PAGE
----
A 320 mile day proves that Ducati have sussed the ergonomics of their new Supersport. And when the road gets twisty it’s fun too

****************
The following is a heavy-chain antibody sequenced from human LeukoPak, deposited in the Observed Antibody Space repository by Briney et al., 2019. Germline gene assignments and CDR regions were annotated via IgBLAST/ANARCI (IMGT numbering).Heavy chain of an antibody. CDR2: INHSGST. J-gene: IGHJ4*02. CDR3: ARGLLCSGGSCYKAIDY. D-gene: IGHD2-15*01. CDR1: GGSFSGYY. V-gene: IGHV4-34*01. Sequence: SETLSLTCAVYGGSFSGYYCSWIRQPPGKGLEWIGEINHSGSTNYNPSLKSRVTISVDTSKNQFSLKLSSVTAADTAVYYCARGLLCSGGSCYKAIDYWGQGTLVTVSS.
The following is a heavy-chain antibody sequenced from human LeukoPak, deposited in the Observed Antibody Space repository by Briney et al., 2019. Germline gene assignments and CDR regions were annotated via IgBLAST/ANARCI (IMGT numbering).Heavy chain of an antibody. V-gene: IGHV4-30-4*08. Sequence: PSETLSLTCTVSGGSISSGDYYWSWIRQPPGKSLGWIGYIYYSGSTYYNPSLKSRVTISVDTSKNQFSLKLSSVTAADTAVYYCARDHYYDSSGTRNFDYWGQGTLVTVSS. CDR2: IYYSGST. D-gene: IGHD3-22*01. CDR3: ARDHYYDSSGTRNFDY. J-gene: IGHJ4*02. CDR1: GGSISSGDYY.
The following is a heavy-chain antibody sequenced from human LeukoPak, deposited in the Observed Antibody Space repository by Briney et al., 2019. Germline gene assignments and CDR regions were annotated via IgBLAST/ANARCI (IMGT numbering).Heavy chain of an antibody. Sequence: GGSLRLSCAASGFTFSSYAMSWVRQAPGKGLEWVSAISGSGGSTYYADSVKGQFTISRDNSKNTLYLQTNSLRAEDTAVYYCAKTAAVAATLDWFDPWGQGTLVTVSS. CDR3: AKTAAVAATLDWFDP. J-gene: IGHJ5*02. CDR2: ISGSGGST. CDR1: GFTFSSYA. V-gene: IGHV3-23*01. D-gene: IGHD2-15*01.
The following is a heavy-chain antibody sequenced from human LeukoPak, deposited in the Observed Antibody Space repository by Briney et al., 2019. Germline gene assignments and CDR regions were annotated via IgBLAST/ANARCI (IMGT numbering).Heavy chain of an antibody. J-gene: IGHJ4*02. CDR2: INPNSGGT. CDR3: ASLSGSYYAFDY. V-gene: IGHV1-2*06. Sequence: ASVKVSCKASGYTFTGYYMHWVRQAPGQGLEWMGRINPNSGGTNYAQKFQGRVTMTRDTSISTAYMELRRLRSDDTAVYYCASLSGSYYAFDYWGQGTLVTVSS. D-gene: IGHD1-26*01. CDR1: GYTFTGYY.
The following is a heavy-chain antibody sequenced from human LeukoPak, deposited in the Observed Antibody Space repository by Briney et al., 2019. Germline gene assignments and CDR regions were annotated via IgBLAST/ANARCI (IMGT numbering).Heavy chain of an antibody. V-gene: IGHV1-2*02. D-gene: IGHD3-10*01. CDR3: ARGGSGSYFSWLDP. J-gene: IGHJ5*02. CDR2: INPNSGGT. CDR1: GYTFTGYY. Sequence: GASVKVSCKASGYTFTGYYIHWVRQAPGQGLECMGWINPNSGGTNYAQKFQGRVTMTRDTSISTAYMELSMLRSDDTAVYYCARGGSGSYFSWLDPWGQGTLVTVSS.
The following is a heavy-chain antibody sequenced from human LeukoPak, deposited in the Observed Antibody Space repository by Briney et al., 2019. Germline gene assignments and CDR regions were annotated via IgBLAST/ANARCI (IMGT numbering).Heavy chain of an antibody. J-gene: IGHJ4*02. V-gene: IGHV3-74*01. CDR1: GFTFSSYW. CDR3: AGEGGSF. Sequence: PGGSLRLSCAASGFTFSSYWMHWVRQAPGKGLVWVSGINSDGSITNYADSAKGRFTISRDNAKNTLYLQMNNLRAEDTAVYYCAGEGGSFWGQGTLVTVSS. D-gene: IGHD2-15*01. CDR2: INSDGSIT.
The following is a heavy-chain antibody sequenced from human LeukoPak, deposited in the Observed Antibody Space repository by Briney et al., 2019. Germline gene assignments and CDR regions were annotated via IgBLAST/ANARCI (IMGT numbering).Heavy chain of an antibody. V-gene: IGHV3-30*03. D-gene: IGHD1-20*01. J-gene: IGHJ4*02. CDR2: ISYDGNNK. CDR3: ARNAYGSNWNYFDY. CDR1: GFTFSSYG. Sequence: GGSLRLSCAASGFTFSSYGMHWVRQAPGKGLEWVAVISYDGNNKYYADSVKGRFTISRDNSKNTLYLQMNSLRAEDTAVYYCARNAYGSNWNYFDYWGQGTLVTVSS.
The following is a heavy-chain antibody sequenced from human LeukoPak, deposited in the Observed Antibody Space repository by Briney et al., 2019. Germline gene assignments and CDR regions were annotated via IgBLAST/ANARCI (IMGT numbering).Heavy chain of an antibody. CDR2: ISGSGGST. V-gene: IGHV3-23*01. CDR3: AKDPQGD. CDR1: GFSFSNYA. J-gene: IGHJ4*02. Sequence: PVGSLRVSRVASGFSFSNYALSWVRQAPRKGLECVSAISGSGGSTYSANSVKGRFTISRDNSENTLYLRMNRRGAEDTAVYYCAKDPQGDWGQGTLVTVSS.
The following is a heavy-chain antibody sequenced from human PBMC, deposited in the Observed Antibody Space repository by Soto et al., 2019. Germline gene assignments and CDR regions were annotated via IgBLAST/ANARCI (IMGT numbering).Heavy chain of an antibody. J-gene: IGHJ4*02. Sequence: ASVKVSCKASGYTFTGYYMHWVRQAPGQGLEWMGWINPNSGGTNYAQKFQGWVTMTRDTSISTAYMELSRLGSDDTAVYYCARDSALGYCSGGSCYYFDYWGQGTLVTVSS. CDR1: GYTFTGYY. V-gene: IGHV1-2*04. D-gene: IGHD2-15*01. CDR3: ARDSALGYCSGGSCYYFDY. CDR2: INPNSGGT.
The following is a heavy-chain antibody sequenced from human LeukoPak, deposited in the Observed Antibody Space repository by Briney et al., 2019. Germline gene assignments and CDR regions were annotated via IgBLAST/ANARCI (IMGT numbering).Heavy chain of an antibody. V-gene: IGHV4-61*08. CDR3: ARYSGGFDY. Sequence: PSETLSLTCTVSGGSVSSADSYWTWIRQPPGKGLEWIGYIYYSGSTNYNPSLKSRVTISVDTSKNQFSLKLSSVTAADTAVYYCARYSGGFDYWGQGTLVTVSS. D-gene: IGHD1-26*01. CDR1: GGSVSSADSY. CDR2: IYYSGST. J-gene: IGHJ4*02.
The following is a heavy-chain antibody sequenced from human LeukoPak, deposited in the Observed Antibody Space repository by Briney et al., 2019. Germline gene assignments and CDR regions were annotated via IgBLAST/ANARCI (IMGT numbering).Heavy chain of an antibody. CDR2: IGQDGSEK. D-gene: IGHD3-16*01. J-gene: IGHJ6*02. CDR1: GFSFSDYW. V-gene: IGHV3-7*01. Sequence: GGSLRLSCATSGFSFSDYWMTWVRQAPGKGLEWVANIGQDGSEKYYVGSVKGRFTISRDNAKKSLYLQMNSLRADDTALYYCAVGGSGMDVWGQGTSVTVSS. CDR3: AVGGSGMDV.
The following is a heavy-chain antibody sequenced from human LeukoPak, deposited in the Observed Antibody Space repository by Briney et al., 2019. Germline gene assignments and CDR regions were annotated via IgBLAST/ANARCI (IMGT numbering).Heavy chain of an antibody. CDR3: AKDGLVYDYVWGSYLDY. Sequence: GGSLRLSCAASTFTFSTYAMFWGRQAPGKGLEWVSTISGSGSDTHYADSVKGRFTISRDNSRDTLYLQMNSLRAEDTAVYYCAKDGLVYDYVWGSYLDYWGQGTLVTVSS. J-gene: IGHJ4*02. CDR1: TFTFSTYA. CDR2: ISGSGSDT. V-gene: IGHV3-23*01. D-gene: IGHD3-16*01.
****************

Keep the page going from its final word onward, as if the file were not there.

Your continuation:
YOU COULD SUGGEST, and you’d have a point, that a Ducati Supersport isn’t a very appropriate motorcycle for the 160-mile ride from Lincolnshire to West Sussex for the Goodwood Festival of Speed. The journey works like this; A1 drudge 65 miles, M25 tedium 45 miles, A3 drone 34 miles, blissful B-road blast through Hampshire and Sussex 16 miles. So all but the last short stretch don’t really need the Ducati’s V-twin shove, intuitive handling and ‘get a move on’ attitude, though the booming exhaust note is an absolute joy through the Hindhead tunnel, especially when you’re in company with a V12 Ferrari. We synchronised downshifts for maximum aural entertainment. Hopefully none of the other tunnel users has suffered permanent hearing damage. But here’s the thing. It’s comfy. I arrived at Lord March’s gaff feeling perky and fresh, spent the day in petrolhead heaven, then rode home through stationary M25 traffic and felt sufficiently alert and ache free to enjoy dinner and a trip to the cinema with Mrs W. You can make a case for adventure bikes, and I often do, but for this 320-mile day the narrow bars, instant wallop and precise steering of the SS felt ideal. Why so comfy? The ergonomics seem as good as an old VFR, the lean to the bars keeps my back in a perfect poise and the dual seat’s gentle bum stop cossets the backside of a 5’10” rider perfectly, so I’m stable on the bike without having to tense arms or legs. I’m concerned about the effect of excessive heat on my nuts though. The rear cylinder and the loop in the exhaust system are directly under the rider’s bum. Crawling through traffic on a summer’s day your rear end gets so hot that you have to stand. Or go faster. I’m pretty sure that excuse won’t wash, so if the SS was mine I’d be investigating ways to insulate the seat or getting some heatproof pants. Further practicality is provided by the fuel range, on this journey it did 146.7 miles from fill-up to fuel light, then I continued to 174 miles before chickening out of a tense game of fuel light roulette. Refuelling took 15.5 litres (Ducati quote a tank capacity of 16 litres), so it’s averaging 52mpg. There’s stuff I haven’t mentioned. The screen’s adjustable – I left it in the lowest setting and was impressed with how quiet it was. There are riding modes – but I used it in Sport the whole time. And the mirrors are useless, but at least fold away neatly when I need to get the bike through my house’s front door. All of this sounds very worthy. All I’m saying is that for the 288 miles of this journey that were on dull dual carriageways the Supersport is very good. Don’t worry. For the 32 miles that were on those fabulous sweeping roads across and over the South Downs it’s brilliant.